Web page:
With all that has been written in recent years about the exodus of youth from the church and the biblical illiteracy of professing believers, devotional works like this one show us that learning about Jesus does not have to be either loud and flashy or dry and boring; learning about Jesus can be simple and satisfying. Learning can be fun, and it can be genuine, and it can be done alone or in groups. We can even learn as families. An ideal plan for families with kids spread across developmental stages is to simply start small (one verse and the concept) and then just allow the conversation to continue by using the additional passages and questions as your guide. You may be surprised just how long even the youngest in your family may stick around to talk and learn.

This is a devotional that can be added to your family’s permanent library because Jennifer wrote it in a manner that will allow you to also use it year after year and build upon what you’ve studied in previous readings. I am thankful that it is a resource that I have for years to come. If you are looking for a guide for your family for this upcoming season of Lent, I highly recommend Forty Names of Jesus.

It’s Only Terror If It’s Unknown


The oldest and strongest emotion of mankind is fear, and the oldest and strongest kind of fear is fear of the unknown.

H.P. Lovecraft, Supernatural Horror in Literature

It didn’t take long after the news broke about a militia taking over a government compound for my Facebook Newsfeed to light up with people calling BS on the stark differences in how this situation is being covered (or not covered) by media.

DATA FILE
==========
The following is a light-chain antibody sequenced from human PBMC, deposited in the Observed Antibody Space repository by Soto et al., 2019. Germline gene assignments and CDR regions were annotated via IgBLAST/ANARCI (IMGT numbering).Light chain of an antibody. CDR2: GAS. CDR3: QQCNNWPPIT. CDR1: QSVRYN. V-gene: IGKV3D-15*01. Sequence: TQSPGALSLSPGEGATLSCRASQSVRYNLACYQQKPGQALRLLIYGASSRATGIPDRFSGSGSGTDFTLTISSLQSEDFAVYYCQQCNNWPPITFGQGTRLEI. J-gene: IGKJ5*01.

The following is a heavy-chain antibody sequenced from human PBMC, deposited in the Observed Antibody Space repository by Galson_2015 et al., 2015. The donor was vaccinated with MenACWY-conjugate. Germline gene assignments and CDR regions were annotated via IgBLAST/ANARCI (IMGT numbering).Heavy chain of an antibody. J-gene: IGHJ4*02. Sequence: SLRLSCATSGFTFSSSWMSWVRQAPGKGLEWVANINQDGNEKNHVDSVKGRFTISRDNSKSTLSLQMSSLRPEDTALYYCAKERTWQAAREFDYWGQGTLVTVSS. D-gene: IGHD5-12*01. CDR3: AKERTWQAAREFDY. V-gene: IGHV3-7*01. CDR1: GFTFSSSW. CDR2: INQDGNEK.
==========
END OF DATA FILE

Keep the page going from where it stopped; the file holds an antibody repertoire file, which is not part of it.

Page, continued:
Here are some things to think about:

This group is being described as a militia. They believe they are doing the work of God and have taken over a government area. 

When groups of middle eastern descent are described as the one above, we call them “radicalized extremists.” 

But this militia is not of Middle Eastern descent. They’re white farmers. They’re Christians. They remind us of our crazy Uncle So And So. They are familiar and, therefore, are a militia.

We, as a society, are geared toward white men (Don’t even try to deny it. Theirs is the default perspective of western history, religion, politics for the last 500 years. We can’t change it til we own it). Because we think we know white guys so well, a militia in Oregon doesn’t seem so scary. 

Farmers with rifles talking about patriotism and freedom. Yeah, we know those guys.

But here’s the thing to remember: in Saudia Arabia, Osama bin Ladin was once someone’s crazy uncle. 

Radicalized extremists are the same the world ’round. But these guys are our radicalized extremists. We know what to expect, so it’s no big deal.

But here’s the problem for all of us who are still relatively offended by the term “white privilege;” when we don’t respond to the white guys with guns the same way we would respond to minorities with guns, we’re displaying our privilege for the world to see.

This isn’t a topic I normally write about, but race relations have become the topic of conversation in our culture the last couple of years. I was once one of those idealistic “progressives” who believed wholeheartedly that we were a post-racist culture. One of those “I have black friends and my sister is black!” sort of defenders of white openmindedness. The continued popularity of Donald Trump’s hate-fueled campaign confirms that we are not post-racism at all.

And so the question remains, “What should we do?” I believe the answer lies in how you identify we

We as believers must acknowledge the role that fear of the unknown plays in our prejudices and convictions. Whether that unknown is another race, culture, or religion, simply admitting we don’t know is genuinely the first step to learning about others. It’s tough to learn about black America when you still steadfastly hold to the line “There’s only one America!” To say that is to deny the rich heritage of those who have come together to make America.